Robin Murray, OCLC Vice President for Global Product Management, puts it this way. “More and more people have moved their information-seeking behavior to the Web. In parallel, more people have started contributing to this global information network. This means that a growing audience of people are becoming accustomed to both getting things done on the Web, and developing services for others to get things done on the Web.”
“Technology platforms,” he continues, “such as Amazon’s cloud services, Apple’s iOs for mobile apps and OCLC’s new OCLC WorldShare Platform, provide a way to leverage local talent in a global environment. Any developer, from any organization, of any size, now has access to tools and data that were available only to large corporations just a few years ago.”
“These platforms,” he concludes, “are the key to the scalability of today’s most important services.
“When the same technology can connect millions of people to a central set of resources while also empowering individual, local innovation... that's a powerful recipe for change.”
Where will your ideas come from?
What is clear from studying the work of Sarah Lacy and Luis von Ahn is that innovation and cooperation are the keys to success for any entity that hopes to survive in our new, rapidly changing information ecosystem. The capacity of Webscale platforms to enable easy scalability is an important part of that equation.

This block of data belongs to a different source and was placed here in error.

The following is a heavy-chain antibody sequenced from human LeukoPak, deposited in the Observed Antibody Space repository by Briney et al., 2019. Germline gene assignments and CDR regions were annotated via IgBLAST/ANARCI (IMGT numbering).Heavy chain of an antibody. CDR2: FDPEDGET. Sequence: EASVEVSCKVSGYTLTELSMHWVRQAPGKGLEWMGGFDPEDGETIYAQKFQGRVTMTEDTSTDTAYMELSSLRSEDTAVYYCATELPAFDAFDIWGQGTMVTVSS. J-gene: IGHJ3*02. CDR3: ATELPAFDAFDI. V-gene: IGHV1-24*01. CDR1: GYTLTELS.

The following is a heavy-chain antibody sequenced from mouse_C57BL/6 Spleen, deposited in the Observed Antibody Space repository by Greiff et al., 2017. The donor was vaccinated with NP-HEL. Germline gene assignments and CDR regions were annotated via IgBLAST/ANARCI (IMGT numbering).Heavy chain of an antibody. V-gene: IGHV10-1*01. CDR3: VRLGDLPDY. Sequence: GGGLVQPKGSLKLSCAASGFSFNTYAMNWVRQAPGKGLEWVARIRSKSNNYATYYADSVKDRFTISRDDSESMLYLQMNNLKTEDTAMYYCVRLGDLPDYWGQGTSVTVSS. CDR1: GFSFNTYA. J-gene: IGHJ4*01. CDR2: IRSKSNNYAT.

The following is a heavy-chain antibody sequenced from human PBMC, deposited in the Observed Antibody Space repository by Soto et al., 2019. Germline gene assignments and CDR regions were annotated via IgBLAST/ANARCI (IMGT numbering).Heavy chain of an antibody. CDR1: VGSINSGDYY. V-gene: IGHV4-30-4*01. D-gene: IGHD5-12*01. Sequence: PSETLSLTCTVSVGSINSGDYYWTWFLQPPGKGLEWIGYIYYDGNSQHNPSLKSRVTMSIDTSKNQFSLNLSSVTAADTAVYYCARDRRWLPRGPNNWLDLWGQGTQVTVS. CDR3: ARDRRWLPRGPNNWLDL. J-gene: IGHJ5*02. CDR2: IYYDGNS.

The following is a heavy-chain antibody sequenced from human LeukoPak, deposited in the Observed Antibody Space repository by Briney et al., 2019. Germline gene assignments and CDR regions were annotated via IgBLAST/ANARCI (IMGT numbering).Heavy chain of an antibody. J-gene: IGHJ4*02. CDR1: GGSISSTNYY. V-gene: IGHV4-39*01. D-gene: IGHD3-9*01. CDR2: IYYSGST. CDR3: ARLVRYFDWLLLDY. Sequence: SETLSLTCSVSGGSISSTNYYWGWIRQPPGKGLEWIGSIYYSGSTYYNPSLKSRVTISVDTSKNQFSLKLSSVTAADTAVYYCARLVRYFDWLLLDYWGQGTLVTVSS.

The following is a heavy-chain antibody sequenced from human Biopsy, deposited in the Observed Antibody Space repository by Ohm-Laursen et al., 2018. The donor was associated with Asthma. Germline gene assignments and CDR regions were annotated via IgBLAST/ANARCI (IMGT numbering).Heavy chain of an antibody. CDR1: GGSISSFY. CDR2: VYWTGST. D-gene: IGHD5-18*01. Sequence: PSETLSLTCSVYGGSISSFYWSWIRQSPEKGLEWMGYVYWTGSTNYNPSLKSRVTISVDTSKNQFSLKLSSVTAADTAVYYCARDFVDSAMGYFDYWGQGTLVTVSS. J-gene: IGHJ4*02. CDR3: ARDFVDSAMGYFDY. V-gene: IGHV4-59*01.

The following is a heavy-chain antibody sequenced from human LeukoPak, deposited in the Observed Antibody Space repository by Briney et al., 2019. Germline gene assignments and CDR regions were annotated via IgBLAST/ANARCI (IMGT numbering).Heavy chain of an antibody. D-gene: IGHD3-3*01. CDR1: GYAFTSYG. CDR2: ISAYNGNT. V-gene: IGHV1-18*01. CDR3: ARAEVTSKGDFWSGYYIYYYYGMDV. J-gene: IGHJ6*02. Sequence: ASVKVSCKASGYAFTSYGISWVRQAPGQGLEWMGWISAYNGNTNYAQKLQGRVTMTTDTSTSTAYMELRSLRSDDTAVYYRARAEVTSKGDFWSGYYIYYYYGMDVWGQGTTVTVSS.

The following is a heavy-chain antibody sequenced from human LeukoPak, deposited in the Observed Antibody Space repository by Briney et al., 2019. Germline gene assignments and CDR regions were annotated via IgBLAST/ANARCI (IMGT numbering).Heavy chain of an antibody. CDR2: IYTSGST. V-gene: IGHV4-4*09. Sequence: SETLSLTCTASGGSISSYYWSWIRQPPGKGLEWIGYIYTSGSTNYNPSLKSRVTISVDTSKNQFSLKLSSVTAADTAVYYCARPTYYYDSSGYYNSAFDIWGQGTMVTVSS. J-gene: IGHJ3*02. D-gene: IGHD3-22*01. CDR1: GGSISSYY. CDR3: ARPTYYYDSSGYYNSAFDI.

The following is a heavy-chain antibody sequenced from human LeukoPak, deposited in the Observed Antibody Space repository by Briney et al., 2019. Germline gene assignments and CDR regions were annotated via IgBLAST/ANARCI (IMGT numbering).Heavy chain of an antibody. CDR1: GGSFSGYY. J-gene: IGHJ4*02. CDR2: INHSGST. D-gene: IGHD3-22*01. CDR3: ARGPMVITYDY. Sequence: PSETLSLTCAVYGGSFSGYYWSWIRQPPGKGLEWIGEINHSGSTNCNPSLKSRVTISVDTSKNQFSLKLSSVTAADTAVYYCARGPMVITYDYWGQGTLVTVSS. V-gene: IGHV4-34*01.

As libraries move forward in this environment, it is instructive to look at the two ends of the scalability spectrum embodied by reCAPTCHA and SMSOne. How can millions of users, connected by shared technology across the world, work together to solve large-scale problems? And how can global platforms and cooperative data sets be focused down to provide striking, life-changing solutions for individuals and their communities?
Webscale services allow organizations to scale up for global and regional uses... and down to local even personalized solutions.
“Because of when these people [entrepreneurs] were born, where they were born doesn’t matter.”
Sara Lacy, Author
Brilliant, Crazy, Cocky
In an information environment where people and organizations can now act both globally and locally at the same time, understanding how Web-based platforms can efficiently scale local, group and global efforts may be what distinguishes truly successful innovations.